A San Francisco Giants fan who was kicked and beaten by two attackers in a Dodger Stadium parking lot had to be returned to a medically induced coma over the weekend and is expected to remain unconscious for at least another week, hospital officials said Monday.
Surgeons at County-USC Medical Center on Friday reduced Bryan Stow's coma-inducing medication, allowing the 42-year-old father of two to regain consciousness for the first time since the March 31 assault left him with a fractured skull and brain damage.
But on Saturday morning, Stow, a Santa Clara, Calif.-area paramedic, began having seizures, said Rosa Saca, hospital spokeswoman. Given the potential damage from the seizures, neurosurgeons decided to return Stow to a coma for a week. "He remains in critical condition," Saca said.
Members of Stow's family, who have pleaded with the public to help detectives find his attackers, continue to be at his bedside daily. His two children, Tyler, 12, and Tabitha, 8, remain in the Santa Cruz area.
Stow was walking with two friends across the stadium's parking lot when he was attacked from behind after the season's opening game. While still inside the stadium, Stow sent a text message to his wife saying he felt "scared," family members said.
As the two men attacked, they yelled an expletive about the Giants.
One attacker is described as a stocky Latino, 18 to 25 years old, with a shaved head, goatee and mustache. He has a distinct mole on his left cheek and weighs about 170 pounds, according to Los Angeles Police Chief Charlie Beck. The other is described as a taller Latino or white male, about 6 feet, 1 inch and 170 pounds, with hazel eyes and short hair. The two were with a woman with a 10-year-old child.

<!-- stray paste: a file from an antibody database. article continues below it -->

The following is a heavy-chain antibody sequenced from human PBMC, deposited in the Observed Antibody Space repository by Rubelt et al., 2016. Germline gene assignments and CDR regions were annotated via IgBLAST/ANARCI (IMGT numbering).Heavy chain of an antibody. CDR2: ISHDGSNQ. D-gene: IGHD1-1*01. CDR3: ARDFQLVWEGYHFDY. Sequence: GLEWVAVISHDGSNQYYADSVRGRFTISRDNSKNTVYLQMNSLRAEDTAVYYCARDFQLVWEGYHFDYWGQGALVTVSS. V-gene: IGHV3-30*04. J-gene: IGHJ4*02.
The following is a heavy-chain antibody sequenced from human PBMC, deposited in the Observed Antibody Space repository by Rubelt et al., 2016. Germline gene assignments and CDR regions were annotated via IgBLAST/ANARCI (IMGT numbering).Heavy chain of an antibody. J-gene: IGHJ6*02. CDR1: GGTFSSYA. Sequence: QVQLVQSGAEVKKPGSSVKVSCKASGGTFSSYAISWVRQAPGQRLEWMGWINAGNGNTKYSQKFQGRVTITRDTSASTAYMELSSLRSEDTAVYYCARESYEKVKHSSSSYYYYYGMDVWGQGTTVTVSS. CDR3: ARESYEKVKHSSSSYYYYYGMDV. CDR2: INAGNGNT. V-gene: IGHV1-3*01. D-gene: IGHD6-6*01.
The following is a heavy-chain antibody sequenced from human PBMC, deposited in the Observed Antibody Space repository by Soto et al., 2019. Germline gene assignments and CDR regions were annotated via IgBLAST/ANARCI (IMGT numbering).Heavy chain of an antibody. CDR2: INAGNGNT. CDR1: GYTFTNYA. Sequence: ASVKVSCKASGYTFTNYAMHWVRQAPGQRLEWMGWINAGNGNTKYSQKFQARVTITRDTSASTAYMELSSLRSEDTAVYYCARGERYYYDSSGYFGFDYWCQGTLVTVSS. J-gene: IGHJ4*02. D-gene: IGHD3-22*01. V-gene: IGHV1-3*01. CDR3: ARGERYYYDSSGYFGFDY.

A $150,000 reward is being offered for information leading to the arrest and conviction of the assailants. Despite dozens of tips from witnesses, investigators said, they continue to seek a break in the case.
With Stow's assault becoming national news, the LAPD and Dodgers last week beefed up the number of officers patrolling the stadium and parking lot. Officers on horseback, bicycle and foot stood guard. In addition, 43 light stands were added to the parking lot on the advice of former LAPD Chief William J. Bratton, whose firm was hired to advise the team on security improvements.
Dodger owner Frank McCourt told reporters the team would have zero tolerance for misbehavior and would eject taunting fans who could provoke violence.
Since the attack, Stow's colleagues at American Medical Response have led efforts to raise money for his medical and family expenses. Giants pitcher Tim Lincecum donated $25,000 to the Bryan Stow Fund while the Dodgers, led by legendary former manager Tommy Lasorda, held a fundraising drive in the stadium parking lot.